Telefónica to host Hyperledger Fabric network for Alastria blockchain consortium

Spain’s Alastria consortium, which boasts more than 500 member organizations, has partnered with Telefónica to build an enterprise blockchain network based on Hyperledger Fabric. The consortium prefers to be blockchain agnostic. However, to date, it has built two networks on different versions of enterprise Ethereum – Quorum and Hyperledger Besu.

There will be two versions of the Fabric network provided by Telefónica. One will be an open shared network available at no cost to Alastria members and is intended for proofs of concept and low demand solutions. The other is a closed platform for heavier load applications where Telefónica will commit to service levels such as availability, scalability and performance.

Telefónica is a founding member of Alastria and also a member of the Hyperledger alliance, part of the Linux Foundation.

“The new network is an alternative for some partners who need to deploy their decentralized applications with demanding and personalized service levels that until now could not be guaranteed with collaborative operating models,” said José Luis Núñez, head of the Blockchain unit at Telefónica Tech.

“What we seek in collaboration with Alastria is to add more value to the ecosystem by offering them options both to explore and develop their solutions in a collaborative environment and to later industrialize them with guarantees.”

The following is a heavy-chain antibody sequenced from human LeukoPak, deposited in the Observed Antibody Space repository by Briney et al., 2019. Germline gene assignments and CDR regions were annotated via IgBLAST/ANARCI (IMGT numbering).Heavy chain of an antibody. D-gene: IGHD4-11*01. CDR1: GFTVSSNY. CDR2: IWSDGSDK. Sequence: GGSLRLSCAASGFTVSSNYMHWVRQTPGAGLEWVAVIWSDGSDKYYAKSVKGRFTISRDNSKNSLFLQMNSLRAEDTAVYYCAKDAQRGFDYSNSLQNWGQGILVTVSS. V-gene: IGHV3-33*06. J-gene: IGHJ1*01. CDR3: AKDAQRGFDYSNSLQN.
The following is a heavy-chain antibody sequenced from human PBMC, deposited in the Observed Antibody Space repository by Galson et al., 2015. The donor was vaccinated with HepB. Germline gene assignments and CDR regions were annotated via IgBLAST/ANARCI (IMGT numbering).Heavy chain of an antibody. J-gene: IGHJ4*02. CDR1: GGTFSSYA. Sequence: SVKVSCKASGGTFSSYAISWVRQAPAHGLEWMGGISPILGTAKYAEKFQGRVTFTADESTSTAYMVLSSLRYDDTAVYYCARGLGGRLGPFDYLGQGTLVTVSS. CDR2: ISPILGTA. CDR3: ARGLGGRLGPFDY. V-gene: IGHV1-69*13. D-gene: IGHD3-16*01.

One of the more interesting aspects of the announcement relates to interoperability. Telefónica will provide native interoperability with the exiting Ethereum networks on Alastria as well as the European Blockchain Service Infrastructure (EBSI) being built by the EU. Additionally, it will incorporate Alasria ID.

“Innovation, inclusion and collaboration between the partners are reinforced with this agreement,” said Montse Guardia, General Manager of Alastria.

To date, Telefónica’s blockchain activities might be divided into two areas. First is providing blockchain hosting services and its own TrustOS, which is a combination of middleware and blockchain as a service. An important part of TrustOS came from partnering with startup Ocyan. Middleware, by definition, adds a layer between external applications or data and the blockchain. And blockchain middleware usually integrates with multiple blockchain flavors. Hence, this is likely the explanation for the interoperability promised.

The second Telefónica activity area is the use of blockchain by telecoms firms for roaming agreements and payments.


Image Copyright: Telefonica

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